The National Disability Services (NDS) ‘State of the Sector’ report highlighted that the number one priority for NDIS providers in relation to improving their business capability in 2019, is ‘Information, communications and tech strategy’, ranking ahead of ‘costing and pricing’ and ‘HR strategy and workforce planning’.
Over the last months, CBB has facilitated a review of some of the many Customer Relationship Management (CRM)/database products on the market that purport to be NDIS-ready, to assist NDIS providers to understand which products should be on their radar.
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In this article we provide some tips for any NDIS provider currently assessing their options in relation to implementation of a single point of truth CRM solution.
Tips to assist you in the process of choosing a CRM/database for your organisation
If your organisation intends embarking on a project to assess, short-list, choose and implement a CRM/database, here are some tips to assist you in the process:
- Be clear on what you are trying to achieve: is it back-office efficiency (including rostering), customer outcomes measurement, compliance with legislative obligations etc. Any CEO of a not for profit NDIS provider organisation will likely be asked by the Board to present a business case that will require a full assessment of costs (including implementation costs) and benefits.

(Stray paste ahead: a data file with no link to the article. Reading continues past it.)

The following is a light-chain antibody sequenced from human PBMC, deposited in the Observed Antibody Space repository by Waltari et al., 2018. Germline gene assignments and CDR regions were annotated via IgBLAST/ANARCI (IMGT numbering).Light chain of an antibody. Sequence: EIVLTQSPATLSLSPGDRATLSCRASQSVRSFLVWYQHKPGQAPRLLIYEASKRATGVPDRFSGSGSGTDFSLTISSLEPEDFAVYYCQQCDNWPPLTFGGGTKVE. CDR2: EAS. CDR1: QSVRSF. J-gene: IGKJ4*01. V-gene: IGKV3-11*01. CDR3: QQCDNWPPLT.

- Sign up for as many free product demos as you can, and include at least a couple of frontline workers in the demos. It is one thing to choose a product that works for management, but it’s arguably more important to choose a product that frontline workers will find easy to use; you know the old saying, “rubbish in, rubbish out”.
- If you don’t have an in-house CIO, IT Manager or Business Analyst, bring one in on a temporary basis to manage the requirement articulation, product selection and implementation.
- After you have finalised your mandatory evaluation criteria, ask your short-listed vendors to submit a written response, scoring themselves using a very clear scoring criteria, just as insurance against any over-promises regarding standard functionality.
- Be realistic about the time you will need to spend to transition from your old systems to the new CRM. Key pieces of work during implementation may include:
- Assess the pros/cons of adopting the product’s standard functionality, which may involve amending your existing business procedures to fit. Be wary of extensive configuration and customisation where it isn’t going to add value to your customers. This can affect future product updates, complicate any future changes and add to your ongoing costs. It is better to focus on the required outcomes, rather than trying to replicate current processes that may not be efficient.
- Document any system interdependencies so that the vendor is made aware of other in-house systems that will need to interface (talk) to the new CRM system such as the finance/billing system.